In all my travels – 72 countries and counting – the place I have felt most foreign was Japan. We were constantly wrong-footed. We felt like over-sized, clumsy, uncouth intruders into a highly refined system.
In Kyoto my children and I stayed in a ryokan – a traditional Japanese hotel. It was a beautiful experience that has stayed with us. But we felt we should have had a short training course first! In an attempt to find food we headed back down from our room to the entrance level. We knew there was nothing to the right so instead we turned left out of the lift. Within minutes a fierce elderly woman, large for a Japanese and dressed in full kimono and make up starting missing and gesticulating at us. We were not at all sure what we were doing wrong. We had left our outdoor shoes in our room (we had worked out that part of etiquette) and were wearing the provided slippers. We made baffled faces and gestures. The elderly woman turned to a couple of younger, slimmer colleagues in exasperation, hoping that they could make us understand. She was pointing emphatically at a part of the stone garden. Then we realized. We needed to be wearing a different kind of shoes here. Like the ones she was indicating. Shamefacedly we sidled over to where she had indicated, swapped over our footwear then walked self-consciously around for a little while under her watchful gaze.
But we still hadn’t solved the food problem. We walked round the outside zen garden as well (hoping we were in the appropriate footwear) but ended up back in reception. Then had to sneak back to where we had left our slippers feeling like naughty schoolchildren.
There seemed to be a conference going on at the hotel so a whole part of the ground floor was blocked. We had the brilliant idea of going back upstairs, along the corridor on the 4th floor then down the other lifts to get to the part of the hotel that we understood from the brochure might have food. We took the lift down to the basement as suggested by the brochure… the lift doors opened and there right in front of us was the same alarming woman. With a stern glower and thinly disguised impatience at how troublesome we were, she held up her arms in front of her in a cross. We got the message. No entry. Despite pressing the lift button several times it felt like an age till the doors closed. During which we just stood there, helplessly in trouble. As soon as the doors closed we collapsed in giggles, a shared moment when we were all hapless children.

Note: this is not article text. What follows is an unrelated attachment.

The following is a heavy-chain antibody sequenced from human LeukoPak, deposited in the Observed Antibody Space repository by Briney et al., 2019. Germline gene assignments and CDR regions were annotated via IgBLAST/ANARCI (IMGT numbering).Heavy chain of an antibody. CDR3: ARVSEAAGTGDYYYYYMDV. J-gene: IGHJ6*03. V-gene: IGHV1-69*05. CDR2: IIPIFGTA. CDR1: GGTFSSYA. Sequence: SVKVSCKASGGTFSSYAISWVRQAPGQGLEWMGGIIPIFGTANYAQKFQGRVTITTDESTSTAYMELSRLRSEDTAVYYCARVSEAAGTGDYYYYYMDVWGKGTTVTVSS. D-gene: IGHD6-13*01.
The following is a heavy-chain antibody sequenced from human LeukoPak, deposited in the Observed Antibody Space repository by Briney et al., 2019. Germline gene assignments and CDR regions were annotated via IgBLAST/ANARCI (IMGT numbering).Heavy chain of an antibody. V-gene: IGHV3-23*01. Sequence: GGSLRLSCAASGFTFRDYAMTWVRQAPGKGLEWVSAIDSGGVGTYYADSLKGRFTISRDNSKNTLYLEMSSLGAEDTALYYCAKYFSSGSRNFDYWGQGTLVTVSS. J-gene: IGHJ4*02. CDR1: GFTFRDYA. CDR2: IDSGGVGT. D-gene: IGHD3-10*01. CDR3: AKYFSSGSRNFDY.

It is still guaranteed to have an effect, raising this memory over a family dinner.
Not all the interventions were so ruthless though. In Hakone, the volcanic hot springs area, a designated Unesco geopark near Mount Fuji, we donned the provided kimonos and headed down to the bathing area in the hotel. We were joined in the lift by a Japanese couple who started tutting, shaking their heads and laughing as soon as they saw us. Without a word the woman set to reorganizing our attire into the correct format. Again hadn’t realized how precise this needed to be, had flung on the kimonos like bathrobes in not at all an appropriate manner. But this sartorial attention was not at all judgmental. It was done with kindness and a curious intimacy. A shared secret. She was delighted that she got us into presentable shape before the lift doors reopened and graciously escorted us to the bathing area to make sure we didn’t make any more mistakes on the way there.
Of course, as you will know if you have been in this situate, there is another whole raft of correct procedures for bathing, none of which were even remotely familiar to my daughter and I. It was something of a relief to have the cover of an 8 year old which made it easier for people to help us. We studied the instruction sheet on washing procedure carefully, but were still puzzled. Was it the red bowl first or the blue? And where did the water go after you had poured it over yourself? Were you supposed to be naked or supposed to not be? (It seemed an odd contrast with the importance of doing your kimono up modestly to then be completely naked).
We muddled through and the blissful feeling of gliding silently through the warm water, especially to the outside part of the pool, the starry night spread over us, the perfectly tended gardens all around and the mountains in the distance made it all worth the confusion. We drifted into a half conscious state, nodding serenely at the other bathers from time to time. For the first time we felt absorbed by, at peace with, the culture. We accepted it and felt like it accepted us.
3 thoughts on “Foreigners in Japan”
wow that’s a lot of countries. I have a deep desire to visit Japan, to feel exactly what you described as ‘most foreign’ Beautiful image of your daughter?
Thanks! The aesthetics and etiquette of Japan are fascinating. Definitely worth visiting.
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Yes, can’t wait.